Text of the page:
Root for Rutabaga

When the humble rutabaga shows up in your CSA box it presents a challenge. It’s not a top-ten food blogger veggie. You don’t see it on a lot of menus. It looks weird. It has a bit of an undeserved reputation for being a “famine food.”

All of that’s unfortunate because it deserves a place of honor right next to the rest of the celebrated starches like Russet and sweet potatoes.

Rutabaga is in the Brassica family along with turnips and cabbage. It does have some of that bitter turnip flavor. Raw rutabaga is milder than turnips and has baby-carrot sweetness. It’s crisp and juicy, with a little bit of bitter edge.

To get the most out of this tasty veggie, cook it. When you do, it gets a mellower, golden appearance than turnips or potatoes. It’s sweet yet savory, kind of like a less starchy golden potato. In fact, you can do almost anything you want to rutabagas you can do with potatoes. For a simple, but interesting dish, use your favorite mashed potatoes recipe, but with rutabagas. This is a great dish for potlucks where you don’t want to get too crazy, but you want something kind of interesting to bring.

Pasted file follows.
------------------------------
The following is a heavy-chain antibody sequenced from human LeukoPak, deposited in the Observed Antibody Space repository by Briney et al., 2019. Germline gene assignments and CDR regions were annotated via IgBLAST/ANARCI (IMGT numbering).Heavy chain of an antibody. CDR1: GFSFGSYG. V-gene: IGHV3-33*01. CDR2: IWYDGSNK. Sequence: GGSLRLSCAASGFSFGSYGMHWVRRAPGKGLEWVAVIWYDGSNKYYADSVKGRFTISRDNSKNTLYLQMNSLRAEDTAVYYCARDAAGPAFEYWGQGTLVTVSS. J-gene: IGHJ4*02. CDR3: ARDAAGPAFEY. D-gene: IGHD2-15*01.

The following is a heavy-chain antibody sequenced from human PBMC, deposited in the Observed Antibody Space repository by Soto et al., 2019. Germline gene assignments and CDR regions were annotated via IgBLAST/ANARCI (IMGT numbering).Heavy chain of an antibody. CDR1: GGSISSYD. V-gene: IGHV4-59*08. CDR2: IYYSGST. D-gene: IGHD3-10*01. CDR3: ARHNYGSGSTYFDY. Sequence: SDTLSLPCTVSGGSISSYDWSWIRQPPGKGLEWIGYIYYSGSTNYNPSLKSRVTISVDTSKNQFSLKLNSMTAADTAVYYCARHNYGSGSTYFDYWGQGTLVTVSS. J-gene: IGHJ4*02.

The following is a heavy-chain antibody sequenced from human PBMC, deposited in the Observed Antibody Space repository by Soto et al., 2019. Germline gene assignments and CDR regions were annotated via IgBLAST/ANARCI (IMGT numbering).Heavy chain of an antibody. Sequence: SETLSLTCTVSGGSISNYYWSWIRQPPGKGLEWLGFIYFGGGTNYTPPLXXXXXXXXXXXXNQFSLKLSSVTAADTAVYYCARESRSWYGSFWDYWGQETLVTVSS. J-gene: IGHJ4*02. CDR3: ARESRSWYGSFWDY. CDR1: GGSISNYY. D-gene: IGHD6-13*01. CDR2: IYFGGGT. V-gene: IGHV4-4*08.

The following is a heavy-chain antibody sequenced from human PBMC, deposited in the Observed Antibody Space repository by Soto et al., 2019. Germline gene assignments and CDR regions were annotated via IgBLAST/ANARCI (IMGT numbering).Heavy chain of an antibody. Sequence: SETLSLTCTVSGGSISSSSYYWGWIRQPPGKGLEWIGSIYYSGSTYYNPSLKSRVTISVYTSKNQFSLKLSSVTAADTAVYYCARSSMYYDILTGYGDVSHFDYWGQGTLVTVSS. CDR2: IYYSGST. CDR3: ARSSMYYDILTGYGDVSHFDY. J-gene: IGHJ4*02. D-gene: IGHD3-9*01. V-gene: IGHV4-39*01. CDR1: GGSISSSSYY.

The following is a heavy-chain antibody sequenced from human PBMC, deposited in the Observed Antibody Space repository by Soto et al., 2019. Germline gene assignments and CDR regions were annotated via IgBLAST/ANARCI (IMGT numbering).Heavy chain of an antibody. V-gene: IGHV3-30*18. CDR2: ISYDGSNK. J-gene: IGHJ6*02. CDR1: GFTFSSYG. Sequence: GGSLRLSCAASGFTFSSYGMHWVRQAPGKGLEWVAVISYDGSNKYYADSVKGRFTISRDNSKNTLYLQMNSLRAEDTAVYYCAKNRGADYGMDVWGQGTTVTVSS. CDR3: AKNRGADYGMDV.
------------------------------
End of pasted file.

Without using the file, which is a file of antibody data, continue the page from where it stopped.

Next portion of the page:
Rutabaga is practically a superfood (but without the super price). They’re loaded with vitamin C and potassium, which just happens to make them excellent for stews in the last few months of winter. They’re also renowned for aiding in digestion thanks to their high fiber count.